Why should a wastewater education organization care about trees?
- A fully mature redwood, pine, maple, ash tree is a water engine: taking in greenhouse gasses and giving us back oxygen; moving vast quantities of water vapor throughout our planetary weather systems.
- As a result of changing climate, invasive insect parasites have increased their range, decimating millions of trees.
- Setting up the tinder dry conditions which have lead to devastating wild fires worldwide but notably here in the US (in Tennessee and California) and in Canada (Fort McMurray)
- Though fire is an essential, natural, element of forest rebirth – fires on this scale take a terrible toll on wildlife, soils, air quality, water quality, the economy but most of all on human life.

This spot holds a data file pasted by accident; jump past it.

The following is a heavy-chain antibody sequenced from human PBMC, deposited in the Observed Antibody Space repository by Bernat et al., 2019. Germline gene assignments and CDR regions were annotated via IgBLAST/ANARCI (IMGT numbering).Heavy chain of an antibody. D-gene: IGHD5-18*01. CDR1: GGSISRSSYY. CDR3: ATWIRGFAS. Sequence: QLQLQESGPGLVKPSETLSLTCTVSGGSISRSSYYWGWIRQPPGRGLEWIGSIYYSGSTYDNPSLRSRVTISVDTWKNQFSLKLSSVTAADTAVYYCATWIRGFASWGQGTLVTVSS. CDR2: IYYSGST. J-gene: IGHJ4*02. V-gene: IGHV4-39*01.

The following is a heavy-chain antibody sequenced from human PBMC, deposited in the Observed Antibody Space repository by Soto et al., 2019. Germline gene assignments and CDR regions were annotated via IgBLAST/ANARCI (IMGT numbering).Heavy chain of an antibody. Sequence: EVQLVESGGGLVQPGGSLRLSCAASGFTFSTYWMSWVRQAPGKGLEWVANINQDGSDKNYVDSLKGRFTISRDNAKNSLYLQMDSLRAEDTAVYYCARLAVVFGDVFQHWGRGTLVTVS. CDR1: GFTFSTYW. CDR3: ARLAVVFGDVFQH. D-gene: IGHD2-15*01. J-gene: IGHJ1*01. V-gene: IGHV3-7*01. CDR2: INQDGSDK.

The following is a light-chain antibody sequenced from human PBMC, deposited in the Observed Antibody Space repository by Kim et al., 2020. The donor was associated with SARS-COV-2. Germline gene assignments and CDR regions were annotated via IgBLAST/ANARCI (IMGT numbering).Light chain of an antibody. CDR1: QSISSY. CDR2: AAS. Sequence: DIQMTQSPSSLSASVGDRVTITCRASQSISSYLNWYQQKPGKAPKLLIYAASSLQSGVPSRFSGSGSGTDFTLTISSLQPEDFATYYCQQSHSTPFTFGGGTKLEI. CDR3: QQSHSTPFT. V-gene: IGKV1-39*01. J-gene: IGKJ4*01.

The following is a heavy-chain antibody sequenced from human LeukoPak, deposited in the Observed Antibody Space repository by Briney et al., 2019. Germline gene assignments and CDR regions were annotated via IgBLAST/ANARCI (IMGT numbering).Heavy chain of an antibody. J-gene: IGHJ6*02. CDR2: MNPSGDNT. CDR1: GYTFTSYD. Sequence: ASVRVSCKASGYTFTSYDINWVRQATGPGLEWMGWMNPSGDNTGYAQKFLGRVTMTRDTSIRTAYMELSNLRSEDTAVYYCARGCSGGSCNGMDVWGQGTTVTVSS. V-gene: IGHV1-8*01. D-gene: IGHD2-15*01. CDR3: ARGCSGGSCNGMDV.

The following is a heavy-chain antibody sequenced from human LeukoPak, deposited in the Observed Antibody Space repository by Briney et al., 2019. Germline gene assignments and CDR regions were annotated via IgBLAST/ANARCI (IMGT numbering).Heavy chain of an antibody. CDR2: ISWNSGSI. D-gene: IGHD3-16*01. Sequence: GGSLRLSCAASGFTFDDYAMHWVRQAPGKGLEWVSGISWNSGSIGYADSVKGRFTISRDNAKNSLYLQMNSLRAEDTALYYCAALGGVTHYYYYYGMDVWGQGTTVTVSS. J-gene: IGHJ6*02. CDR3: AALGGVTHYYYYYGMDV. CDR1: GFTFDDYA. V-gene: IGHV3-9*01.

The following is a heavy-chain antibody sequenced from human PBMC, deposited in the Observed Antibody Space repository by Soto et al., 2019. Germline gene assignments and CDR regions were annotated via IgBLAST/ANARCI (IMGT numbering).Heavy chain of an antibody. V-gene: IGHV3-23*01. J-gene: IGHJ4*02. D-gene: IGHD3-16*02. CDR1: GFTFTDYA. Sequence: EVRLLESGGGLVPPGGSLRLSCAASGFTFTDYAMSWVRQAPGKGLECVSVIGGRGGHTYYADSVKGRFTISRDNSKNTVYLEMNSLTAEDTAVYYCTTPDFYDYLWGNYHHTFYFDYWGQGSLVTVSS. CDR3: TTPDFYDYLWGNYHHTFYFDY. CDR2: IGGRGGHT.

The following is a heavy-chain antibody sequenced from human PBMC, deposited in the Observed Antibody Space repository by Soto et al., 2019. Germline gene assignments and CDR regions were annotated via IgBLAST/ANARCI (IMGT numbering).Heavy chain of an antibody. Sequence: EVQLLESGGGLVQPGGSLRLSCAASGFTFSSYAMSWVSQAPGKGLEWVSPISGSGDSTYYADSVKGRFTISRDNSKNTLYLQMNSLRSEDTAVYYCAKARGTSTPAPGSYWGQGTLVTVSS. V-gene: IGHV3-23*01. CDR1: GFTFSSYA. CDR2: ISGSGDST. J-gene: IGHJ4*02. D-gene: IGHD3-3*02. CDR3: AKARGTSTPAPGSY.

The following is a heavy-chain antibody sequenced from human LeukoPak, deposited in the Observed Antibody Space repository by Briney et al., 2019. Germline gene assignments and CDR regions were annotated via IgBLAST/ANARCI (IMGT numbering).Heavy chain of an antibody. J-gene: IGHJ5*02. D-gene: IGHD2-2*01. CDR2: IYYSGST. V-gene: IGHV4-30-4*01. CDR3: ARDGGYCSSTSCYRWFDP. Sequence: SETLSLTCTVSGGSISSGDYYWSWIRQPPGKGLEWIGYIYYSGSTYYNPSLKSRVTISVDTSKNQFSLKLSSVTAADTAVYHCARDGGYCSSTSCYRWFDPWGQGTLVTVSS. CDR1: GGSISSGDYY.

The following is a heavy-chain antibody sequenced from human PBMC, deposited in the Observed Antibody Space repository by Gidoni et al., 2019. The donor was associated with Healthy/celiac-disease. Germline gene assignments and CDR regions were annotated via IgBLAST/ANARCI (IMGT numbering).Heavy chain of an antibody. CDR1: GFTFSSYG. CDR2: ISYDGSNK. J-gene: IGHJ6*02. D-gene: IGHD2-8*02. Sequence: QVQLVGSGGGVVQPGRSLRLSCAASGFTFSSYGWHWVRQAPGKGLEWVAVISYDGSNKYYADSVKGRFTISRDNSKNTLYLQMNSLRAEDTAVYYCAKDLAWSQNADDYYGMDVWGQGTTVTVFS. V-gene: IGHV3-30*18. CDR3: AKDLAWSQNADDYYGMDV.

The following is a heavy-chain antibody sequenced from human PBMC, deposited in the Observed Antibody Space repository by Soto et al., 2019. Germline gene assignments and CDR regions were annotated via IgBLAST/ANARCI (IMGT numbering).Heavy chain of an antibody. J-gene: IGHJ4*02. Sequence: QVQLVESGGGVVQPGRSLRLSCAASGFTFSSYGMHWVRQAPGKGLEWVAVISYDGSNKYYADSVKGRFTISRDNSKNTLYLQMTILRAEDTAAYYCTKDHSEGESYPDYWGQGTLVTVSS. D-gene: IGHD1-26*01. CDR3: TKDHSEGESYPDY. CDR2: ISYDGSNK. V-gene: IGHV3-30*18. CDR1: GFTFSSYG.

- Regardless of your belief in what caused this – it will take human intervention to try to address and mitigate the consequences.
- Testing the possibilities of reusing the remains of dead trees as a means to remediate soils and waters is what wastewater treatment is all about.
Tuesday, 2 PM ET, April 11, 2017:
What would 1 Gigaton annual carbon sequestration look like?
James Gaspard, CEO at Biochar Now, LLC, will be the guest to explain. Simply put, biochar is a highly adsorbent, specially-produced charcoal originally used as a soil amendment. Made under specific conditions, not only can it increase soil fertility but it can also sequester carbon and bind phosphorus and toxic metals to remediate polluted waters. Like a Phoenix from the ashes, biochar reuses timber destroyed by insect infestations.